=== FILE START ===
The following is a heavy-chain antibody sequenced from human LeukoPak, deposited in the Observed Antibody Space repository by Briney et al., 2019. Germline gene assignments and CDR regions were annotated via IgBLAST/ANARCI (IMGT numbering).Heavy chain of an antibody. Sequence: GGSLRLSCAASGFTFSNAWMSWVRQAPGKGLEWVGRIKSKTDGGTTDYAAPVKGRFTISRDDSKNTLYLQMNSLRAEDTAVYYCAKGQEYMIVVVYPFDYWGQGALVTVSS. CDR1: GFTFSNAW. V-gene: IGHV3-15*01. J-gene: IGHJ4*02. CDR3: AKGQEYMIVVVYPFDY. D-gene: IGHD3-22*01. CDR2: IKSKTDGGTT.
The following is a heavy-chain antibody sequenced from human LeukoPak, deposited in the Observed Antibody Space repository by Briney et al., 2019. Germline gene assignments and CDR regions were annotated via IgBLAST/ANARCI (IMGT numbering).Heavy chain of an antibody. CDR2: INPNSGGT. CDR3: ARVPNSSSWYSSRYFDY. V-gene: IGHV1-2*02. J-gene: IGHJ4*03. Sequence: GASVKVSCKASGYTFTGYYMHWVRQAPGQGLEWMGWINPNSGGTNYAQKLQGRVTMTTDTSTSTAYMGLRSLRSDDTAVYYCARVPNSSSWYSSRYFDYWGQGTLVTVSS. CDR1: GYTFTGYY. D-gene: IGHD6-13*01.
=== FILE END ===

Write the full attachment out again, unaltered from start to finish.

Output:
The following is a heavy-chain antibody sequenced from human LeukoPak, deposited in the Observed Antibody Space repository by Briney et al., 2019. Germline gene assignments and CDR regions were annotated via IgBLAST/ANARCI (IMGT numbering).Heavy chain of an antibody. Sequence: GGSLRLSCAASGFTFSNAWMSWVRQAPGKGLEWVGRIKSKTDGGTTDYAAPVKGRFTISRDDSKNTLYLQMNSLRAEDTAVYYCAKGQEYMIVVVYPFDYWGQGALVTVSS. CDR1: GFTFSNAW. V-gene: IGHV3-15*01. J-gene: IGHJ4*02. CDR3: AKGQEYMIVVVYPFDY. D-gene: IGHD3-22*01. CDR2: IKSKTDGGTT.
The following is a heavy-chain antibody sequenced from human LeukoPak, deposited in the Observed Antibody Space repository by Briney et al., 2019. Germline gene assignments and CDR regions were annotated via IgBLAST/ANARCI (IMGT numbering).Heavy chain of an antibody. CDR2: INPNSGGT. CDR3: ARVPNSSSWYSSRYFDY. V-gene: IGHV1-2*02. J-gene: IGHJ4*03. Sequence: GASVKVSCKASGYTFTGYYMHWVRQAPGQGLEWMGWINPNSGGTNYAQKLQGRVTMTTDTSTSTAYMGLRSLRSDDTAVYYCARVPNSSSWYSSRYFDYWGQGTLVTVSS. CDR1: GYTFTGYY. D-gene: IGHD6-13*01.